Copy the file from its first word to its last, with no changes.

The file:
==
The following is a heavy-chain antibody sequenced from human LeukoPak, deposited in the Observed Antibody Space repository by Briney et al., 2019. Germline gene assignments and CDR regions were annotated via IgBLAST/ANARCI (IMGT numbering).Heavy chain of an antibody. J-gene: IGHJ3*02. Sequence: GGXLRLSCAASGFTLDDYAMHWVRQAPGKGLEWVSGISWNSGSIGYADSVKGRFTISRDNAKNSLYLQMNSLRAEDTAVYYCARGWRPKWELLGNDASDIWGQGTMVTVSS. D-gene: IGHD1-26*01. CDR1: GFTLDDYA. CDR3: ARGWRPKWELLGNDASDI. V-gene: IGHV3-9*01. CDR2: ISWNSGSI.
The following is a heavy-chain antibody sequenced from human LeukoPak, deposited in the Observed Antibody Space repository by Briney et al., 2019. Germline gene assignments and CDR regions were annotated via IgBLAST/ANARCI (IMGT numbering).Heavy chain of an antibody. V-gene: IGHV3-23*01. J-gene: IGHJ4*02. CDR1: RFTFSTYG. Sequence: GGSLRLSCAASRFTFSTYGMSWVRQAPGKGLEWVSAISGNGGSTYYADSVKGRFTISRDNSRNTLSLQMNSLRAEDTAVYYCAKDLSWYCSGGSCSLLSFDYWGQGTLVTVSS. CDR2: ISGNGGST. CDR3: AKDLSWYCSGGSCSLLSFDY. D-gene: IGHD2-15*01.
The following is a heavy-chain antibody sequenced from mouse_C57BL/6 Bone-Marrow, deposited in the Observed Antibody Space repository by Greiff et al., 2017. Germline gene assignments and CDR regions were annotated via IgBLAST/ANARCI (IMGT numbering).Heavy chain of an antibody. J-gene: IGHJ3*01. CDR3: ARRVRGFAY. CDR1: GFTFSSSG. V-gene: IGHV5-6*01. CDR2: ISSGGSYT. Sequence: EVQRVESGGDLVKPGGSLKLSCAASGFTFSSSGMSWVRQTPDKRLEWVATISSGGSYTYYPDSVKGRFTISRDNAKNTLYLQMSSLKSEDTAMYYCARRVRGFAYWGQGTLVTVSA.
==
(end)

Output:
The following is a heavy-chain antibody sequenced from human LeukoPak, deposited in the Observed Antibody Space repository by Briney et al., 2019. Germline gene assignments and CDR regions were annotated via IgBLAST/ANARCI (IMGT numbering).Heavy chain of an antibody. J-gene: IGHJ3*02. Sequence: GGXLRLSCAASGFTLDDYAMHWVRQAPGKGLEWVSGISWNSGSIGYADSVKGRFTISRDNAKNSLYLQMNSLRAEDTAVYYCARGWRPKWELLGNDASDIWGQGTMVTVSS. D-gene: IGHD1-26*01. CDR1: GFTLDDYA. CDR3: ARGWRPKWELLGNDASDI. V-gene: IGHV3-9*01. CDR2: ISWNSGSI.
The following is a heavy-chain antibody sequenced from human LeukoPak, deposited in the Observed Antibody Space repository by Briney et al., 2019. Germline gene assignments and CDR regions were annotated via IgBLAST/ANARCI (IMGT numbering).Heavy chain of an antibody. V-gene: IGHV3-23*01. J-gene: IGHJ4*02. CDR1: RFTFSTYG. Sequence: GGSLRLSCAASRFTFSTYGMSWVRQAPGKGLEWVSAISGNGGSTYYADSVKGRFTISRDNSRNTLSLQMNSLRAEDTAVYYCAKDLSWYCSGGSCSLLSFDYWGQGTLVTVSS. CDR2: ISGNGGST. CDR3: AKDLSWYCSGGSCSLLSFDY. D-gene: IGHD2-15*01.
The following is a heavy-chain antibody sequenced from mouse_C57BL/6 Bone-Marrow, deposited in the Observed Antibody Space repository by Greiff et al., 2017. Germline gene assignments and CDR regions were annotated via IgBLAST/ANARCI (IMGT numbering).Heavy chain of an antibody. J-gene: IGHJ3*01. CDR3: ARRVRGFAY. CDR1: GFTFSSSG. V-gene: IGHV5-6*01. CDR2: ISSGGSYT. Sequence: EVQRVESGGDLVKPGGSLKLSCAASGFTFSSSGMSWVRQTPDKRLEWVATISSGGSYTYYPDSVKGRFTISRDNAKNTLYLQMSSLKSEDTAMYYCARRVRGFAYWGQGTLVTVSA.